ValhallaPlate: The Reverb Modes

The primary goal when creating ValhallaPlate was to create an accurate model of a plate reverb. I wanted something that sounded and behaved like a cold rolled steel plate. This meant analyzing and listening to every plate example I could get my hands on, reading all available literature on plates, spending a few years digesting what I had learned, and getting some hands-on time with real plate reverbs. I was obsessed with the plate reverb sound, so that made the process easier.

At the same time, I was also obsessed with the sound of reverb chambers. There was something about the warmth and clarity of records from the 1950s and 1960s that used reverb chambers that really appealed to me. My research let me to the conclusion that reverb chambers and plate reverbs have a lot of shared characteristics (I explore this in detail in a separate blog post).

The reverb modes of ValhallaPlate were designed to emulate plate reverbs, while allowing the plugin to cover much of the same ground as reverb chambers. ValhallaPlate 1.0.0 launched with 7 reverb modes, while Version 1.5.0 adds five modes to bring the total up to 12. Seven of the reverb modes in ValhallaPlate are closely modeled on steel plates, while the other five modes have the higher modal density that is characteristic of reverb chambers. All of the plates have different frequency/decay characteristics, different base tonalities, and different resonance distributions.

DISCLAIMER: The names of the different modes have nothing to do with the physical materials being modeled. These are all based on models of steel plates. I have no idea what a plate made of copper or aluminum would actually sound like. I do know what a gold plate sounds like, as we tested an EMT240 during the development process. I kinda hated the EMT240 sound, so Gold didn’t make the cut for mode names.

With that out of the way, the ValhallaPlate reverb modes:

Chrome. This is a good starting point for the plugin. This is a fairly neutral sounding plate. The attack is not super sharp, and the tone is kinda bright, but not too bright.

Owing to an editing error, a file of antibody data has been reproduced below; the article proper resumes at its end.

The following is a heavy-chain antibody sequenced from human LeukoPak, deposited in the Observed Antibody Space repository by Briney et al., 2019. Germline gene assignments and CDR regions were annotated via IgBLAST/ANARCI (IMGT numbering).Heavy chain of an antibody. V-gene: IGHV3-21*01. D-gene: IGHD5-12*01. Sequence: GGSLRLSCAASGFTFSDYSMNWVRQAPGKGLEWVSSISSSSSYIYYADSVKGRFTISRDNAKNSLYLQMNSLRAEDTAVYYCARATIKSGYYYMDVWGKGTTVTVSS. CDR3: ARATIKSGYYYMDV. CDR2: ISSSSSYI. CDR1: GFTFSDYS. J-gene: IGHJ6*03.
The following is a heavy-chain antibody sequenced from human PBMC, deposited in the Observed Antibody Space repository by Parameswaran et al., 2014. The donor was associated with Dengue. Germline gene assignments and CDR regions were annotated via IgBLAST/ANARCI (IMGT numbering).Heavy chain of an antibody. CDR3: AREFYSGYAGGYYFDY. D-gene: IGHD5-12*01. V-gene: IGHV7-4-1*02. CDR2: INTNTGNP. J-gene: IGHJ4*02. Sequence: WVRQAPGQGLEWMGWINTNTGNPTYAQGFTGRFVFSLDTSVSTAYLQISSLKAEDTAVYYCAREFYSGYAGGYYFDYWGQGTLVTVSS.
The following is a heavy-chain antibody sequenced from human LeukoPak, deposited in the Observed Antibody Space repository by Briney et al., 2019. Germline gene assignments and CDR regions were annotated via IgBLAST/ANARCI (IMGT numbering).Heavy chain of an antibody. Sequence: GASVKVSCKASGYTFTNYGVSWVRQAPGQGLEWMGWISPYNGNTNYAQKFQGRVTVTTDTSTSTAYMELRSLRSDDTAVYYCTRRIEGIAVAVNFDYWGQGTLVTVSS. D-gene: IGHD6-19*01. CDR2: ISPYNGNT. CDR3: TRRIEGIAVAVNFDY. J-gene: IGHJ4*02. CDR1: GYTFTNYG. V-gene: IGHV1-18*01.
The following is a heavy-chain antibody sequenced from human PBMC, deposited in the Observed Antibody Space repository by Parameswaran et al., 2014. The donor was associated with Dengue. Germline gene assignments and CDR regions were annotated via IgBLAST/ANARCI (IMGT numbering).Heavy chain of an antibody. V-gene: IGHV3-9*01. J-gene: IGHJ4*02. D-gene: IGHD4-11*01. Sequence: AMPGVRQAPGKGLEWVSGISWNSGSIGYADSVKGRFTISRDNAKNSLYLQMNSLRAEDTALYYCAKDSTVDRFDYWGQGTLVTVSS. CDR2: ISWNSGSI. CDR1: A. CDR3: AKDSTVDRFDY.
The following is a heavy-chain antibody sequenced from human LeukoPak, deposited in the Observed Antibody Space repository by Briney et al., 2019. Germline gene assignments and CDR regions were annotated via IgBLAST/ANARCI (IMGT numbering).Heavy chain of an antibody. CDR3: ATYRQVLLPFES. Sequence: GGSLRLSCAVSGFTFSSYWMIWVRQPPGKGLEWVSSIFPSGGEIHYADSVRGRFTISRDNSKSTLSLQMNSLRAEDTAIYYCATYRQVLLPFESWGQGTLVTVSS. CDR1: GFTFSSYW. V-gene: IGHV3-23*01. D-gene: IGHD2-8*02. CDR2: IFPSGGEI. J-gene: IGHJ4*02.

Steel: Similar to Chrome, but darker.

Cobalt: This has a deeper attack than both Chrome and Steel (i.e. the sound seems to come from a more distant sound source). The tonality is fairly dark. There is a bit of resonance in the very low midrange, that was dialed in from a specific EMT140 we tested at Avast Recording here in Seattle. Most of the other ValhallaPlate modes were deliberately designed to have a more neutral tonality, but this low midrange resonance was key to getting close to that specific sound.

Brass: Much sharper attack than the first 3 modes. If you listen to the signal 100% wet, it almost sounds like there is some dry signal in there. This is a characteristic of some of the plates we heard during the development process. The tonality is fairly bright.

Aluminum: MUCH higher modal density than the first 4 modes. With the SIZE parameter set >100%, Aluminum can sound much more like a chamber than a plate. There is a slight metallic sound to a well tuned plate, that the first 4 reverb modes have. Aluminum (and Copper & Unobtanium) have less of this metallic sound, and can sound much clearer. The overall tonality of Aluminum is fairly bright.

Copper: High modal density, but deeper and darker than Aluminum. The sound seems to come from deep within the plate. Set the SIZE up to 200%, and add a touch of modulation, and you have an open sounding reverb that works on almost any source material.

Unobtanium: High modal density, bright, with a longer high frequency decay than the other plates. This is my take on the Ecoplate sound, but without the metallic ringing artifacts. Turn up the modulation, and you have a perfect reverb for synths.

Adamantium (New in Version 1.5.0): Mono-in, stereo-out mode, with the dense upper midrange and lower modal density found in older plates. Lower modal density, with lots of high frequency “air.”

Titanium (New in Version 1.5.0): Mono-in, stereo-out mode. Darker tone color than Adamantium.

Osmium (New in Version 1.5.0): Mono-in, stereo-out mode. Dark tone color, with a booming low end that is befitting of the densest metal found in nature.

Radium (New in Version 1.5.0): A chamber/plate hybrid that uses the equivalent of 2 parallel mono plates to preserve the stereo image of your input signal.

Lithium (New in Version 1.5.0): A lush chamber/plate hybrid, with a unique approach to the stereo image that is inspired by the “stereo” chambers found in some recording studios. Helps to preserve the input panning of signals, while still having a realistic fill of the stereo image over time.

 

About the author:

Sean Costello is the “algorithmic reverb plugin wizard” [citation needed] at Valhalla DSP.

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